Soaring Over the City on Wings of Our Pedestrian Bridges

Anti-dizziness tablets are recommended when hiking the Helix.

Anti-dizziness tablets are recommended when hiking the Helix.

Yes, we all know Seattle is totally “metronatural” and you’re automatically more “outdoorsy” than your friends in other cities, just by virtue of living here. But sometimes experiencing a metronatural metropolis isn’t enough on its own. Sometimes you need to get away from the hubbub, to escape to a world where there are no Metro buses belching diesel fumes, or Microsofties running you down in their Priuses, or bicycle commuters clipping you with their panniers. And that’s when it’s time to pack up some PowerBars, lace up your Merrells, and head out to the city’s pedestrian overpasses.

There are dozens of these pedestrian-only facilities in the city. Many of them are the exclusive domain of shoppers and office workers, who are allowed to travel, in cosseted comfort, between parking garage and retail/mixed-use establishment without ever being exposed to the elements. This, of course, defeats the whole purpose of a pedestrian bridge—which is to savor the views, the fresh air, and the exercise. Fortunately there are a few pedestrian peaks in town that provide this kind of true “urban getaway” experience.


Year of Construction: 1976

Elevation Gain: approx. 17 feet

Difficulty: Moderate

Hazards: Large oak-tree branches overhang the easternmost portion of the bridge, reducing clearance and obstructing the visual field. A Philly’s cheesesteak purveyor is nearby.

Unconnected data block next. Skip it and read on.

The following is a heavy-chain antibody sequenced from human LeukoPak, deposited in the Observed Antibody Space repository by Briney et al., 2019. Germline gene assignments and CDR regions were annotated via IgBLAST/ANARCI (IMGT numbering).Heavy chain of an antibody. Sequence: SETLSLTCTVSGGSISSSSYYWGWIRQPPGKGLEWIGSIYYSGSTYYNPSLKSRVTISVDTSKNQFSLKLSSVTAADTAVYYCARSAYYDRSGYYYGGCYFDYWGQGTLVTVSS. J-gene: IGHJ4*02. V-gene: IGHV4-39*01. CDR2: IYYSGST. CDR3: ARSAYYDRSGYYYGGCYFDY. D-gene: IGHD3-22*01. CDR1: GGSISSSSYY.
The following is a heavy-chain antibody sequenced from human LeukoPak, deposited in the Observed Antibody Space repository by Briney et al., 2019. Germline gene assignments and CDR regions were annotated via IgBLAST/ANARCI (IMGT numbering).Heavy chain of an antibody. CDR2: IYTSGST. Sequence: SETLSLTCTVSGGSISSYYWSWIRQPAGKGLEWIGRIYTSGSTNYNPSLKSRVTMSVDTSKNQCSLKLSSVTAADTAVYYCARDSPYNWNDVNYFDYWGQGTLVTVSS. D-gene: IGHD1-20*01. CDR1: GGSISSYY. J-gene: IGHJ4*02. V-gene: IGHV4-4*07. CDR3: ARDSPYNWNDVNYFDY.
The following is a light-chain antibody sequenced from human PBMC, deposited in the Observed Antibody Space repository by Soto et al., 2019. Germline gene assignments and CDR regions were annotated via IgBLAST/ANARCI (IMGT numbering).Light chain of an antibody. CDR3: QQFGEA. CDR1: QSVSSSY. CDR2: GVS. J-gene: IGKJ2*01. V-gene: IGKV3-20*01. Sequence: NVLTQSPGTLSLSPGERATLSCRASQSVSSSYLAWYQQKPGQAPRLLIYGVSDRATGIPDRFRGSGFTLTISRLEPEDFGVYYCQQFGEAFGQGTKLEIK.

This overpass leaps once, then twice, across the two broadest thoroughfares in the Rainier Valley, forming a kind of inner-city version of The Brothers in the Olympic range. With a brute elegance that many of the city’s fancier bridges lack, this cement structure also boasts a gently arching slope that makes it more exciting to traverse than the city’s now-customary flat bridges. Access is achieved via three curving ramps that spiral up to the bridge from ground level, one at each end, a third rising in the triangle created by the intersecting streets. These ramps encircle public art, created on poles by native youth. At the two summits, there are excellent views of the Franklin High athletic field to the northeast and an Ace check-cashing outlet directly south. Rest, and a possible lunch spot, can be found below on four wide, concrete stumps at each of the three bridgeheads.


Year of Construction: 2004

Elevation Gain: 17.5 feet

Difficulty: Strenuous

Hazards: Dense, sketchy Aurora Avenue “greenbelt” at the western terminus. Roar of traffic. Bizarrely out-of-place faux-Southwest color scheme.

Despite its pointy spires, little diamond shapes, and soft brick-and-turquoise hues, this bridge does not connect an AMC Cinema with the mall food court. Quite the contrary: Conquering the Ray Moore requires you to ascend from the narrow Aurora Avenue sidewalk at about Galer Street; pass over the treacherous, inhumane freeway; and alight on an isolated Queen Anne hillside. An 8-foot wire-mesh “throw fence” lining the bridge—designed to deter pedestrians from “throwing” anything on the speeding vehicles below—provides little protection from bracing winds and powerful rain gusts. A steep staircase on the western side leads through a series of semi-switchbacks, finally depositing you on Sixth Avenue North, in front of what is likely the home of a RealNetworks executive. Bridge views to the east are of Lake Union and Capitol Hill; to the south, the interior of several Aurora Avenue apartments.